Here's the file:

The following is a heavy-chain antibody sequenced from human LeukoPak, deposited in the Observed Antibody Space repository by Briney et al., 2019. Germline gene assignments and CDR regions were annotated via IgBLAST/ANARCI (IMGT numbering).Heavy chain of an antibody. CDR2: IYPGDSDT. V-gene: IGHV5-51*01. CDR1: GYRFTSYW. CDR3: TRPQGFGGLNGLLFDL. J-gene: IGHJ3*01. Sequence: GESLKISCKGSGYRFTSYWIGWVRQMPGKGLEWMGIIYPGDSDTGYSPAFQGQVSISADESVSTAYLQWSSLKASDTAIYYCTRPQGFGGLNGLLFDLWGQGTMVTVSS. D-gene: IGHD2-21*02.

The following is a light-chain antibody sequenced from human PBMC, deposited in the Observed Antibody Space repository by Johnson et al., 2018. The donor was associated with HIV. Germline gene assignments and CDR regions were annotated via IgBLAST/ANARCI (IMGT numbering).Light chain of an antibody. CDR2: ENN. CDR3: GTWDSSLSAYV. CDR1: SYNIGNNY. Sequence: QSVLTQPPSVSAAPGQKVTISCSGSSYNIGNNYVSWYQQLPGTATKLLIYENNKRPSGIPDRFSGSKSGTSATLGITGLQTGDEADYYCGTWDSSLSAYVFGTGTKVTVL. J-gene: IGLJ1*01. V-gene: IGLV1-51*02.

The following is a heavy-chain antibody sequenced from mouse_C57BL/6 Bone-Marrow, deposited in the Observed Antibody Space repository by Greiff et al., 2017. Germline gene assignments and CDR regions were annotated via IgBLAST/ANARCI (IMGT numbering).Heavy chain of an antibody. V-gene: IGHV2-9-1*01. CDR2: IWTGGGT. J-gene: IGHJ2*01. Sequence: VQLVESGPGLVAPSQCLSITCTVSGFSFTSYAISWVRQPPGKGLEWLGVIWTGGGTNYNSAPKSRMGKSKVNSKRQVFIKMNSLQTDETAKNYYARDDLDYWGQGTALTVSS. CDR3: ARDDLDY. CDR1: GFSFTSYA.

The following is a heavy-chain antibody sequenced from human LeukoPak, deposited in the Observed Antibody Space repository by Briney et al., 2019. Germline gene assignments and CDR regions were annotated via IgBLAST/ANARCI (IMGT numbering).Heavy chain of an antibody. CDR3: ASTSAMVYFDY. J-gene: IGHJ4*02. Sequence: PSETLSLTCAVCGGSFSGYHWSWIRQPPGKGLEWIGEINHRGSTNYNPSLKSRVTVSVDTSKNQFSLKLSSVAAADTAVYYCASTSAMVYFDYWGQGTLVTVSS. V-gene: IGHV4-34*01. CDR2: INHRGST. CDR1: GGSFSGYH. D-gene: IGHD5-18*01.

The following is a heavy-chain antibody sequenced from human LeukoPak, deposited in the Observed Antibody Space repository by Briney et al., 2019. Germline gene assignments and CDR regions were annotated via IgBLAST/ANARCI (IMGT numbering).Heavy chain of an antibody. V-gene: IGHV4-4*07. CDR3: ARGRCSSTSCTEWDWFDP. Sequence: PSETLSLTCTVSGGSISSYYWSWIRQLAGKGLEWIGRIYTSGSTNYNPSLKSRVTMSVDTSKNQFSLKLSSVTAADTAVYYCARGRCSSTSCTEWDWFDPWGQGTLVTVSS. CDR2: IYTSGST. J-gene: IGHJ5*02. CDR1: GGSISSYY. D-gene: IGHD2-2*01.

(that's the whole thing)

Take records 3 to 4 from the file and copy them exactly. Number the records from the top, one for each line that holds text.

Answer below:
The following is a heavy-chain antibody sequenced from mouse_C57BL/6 Bone-Marrow, deposited in the Observed Antibody Space repository by Greiff et al., 2017. Germline gene assignments and CDR regions were annotated via IgBLAST/ANARCI (IMGT numbering).Heavy chain of an antibody. V-gene: IGHV2-9-1*01. CDR2: IWTGGGT. J-gene: IGHJ2*01. Sequence: VQLVESGPGLVAPSQCLSITCTVSGFSFTSYAISWVRQPPGKGLEWLGVIWTGGGTNYNSAPKSRMGKSKVNSKRQVFIKMNSLQTDETAKNYYARDDLDYWGQGTALTVSS. CDR3: ARDDLDY. CDR1: GFSFTSYA.

The following is a heavy-chain antibody sequenced from human LeukoPak, deposited in the Observed Antibody Space repository by Briney et al., 2019. Germline gene assignments and CDR regions were annotated via IgBLAST/ANARCI (IMGT numbering).Heavy chain of an antibody. CDR3: ASTSAMVYFDY. J-gene: IGHJ4*02. Sequence: PSETLSLTCAVCGGSFSGYHWSWIRQPPGKGLEWIGEINHRGSTNYNPSLKSRVTVSVDTSKNQFSLKLSSVAAADTAVYYCASTSAMVYFDYWGQGTLVTVSS. V-gene: IGHV4-34*01. CDR2: INHRGST. CDR1: GGSFSGYH. D-gene: IGHD5-18*01.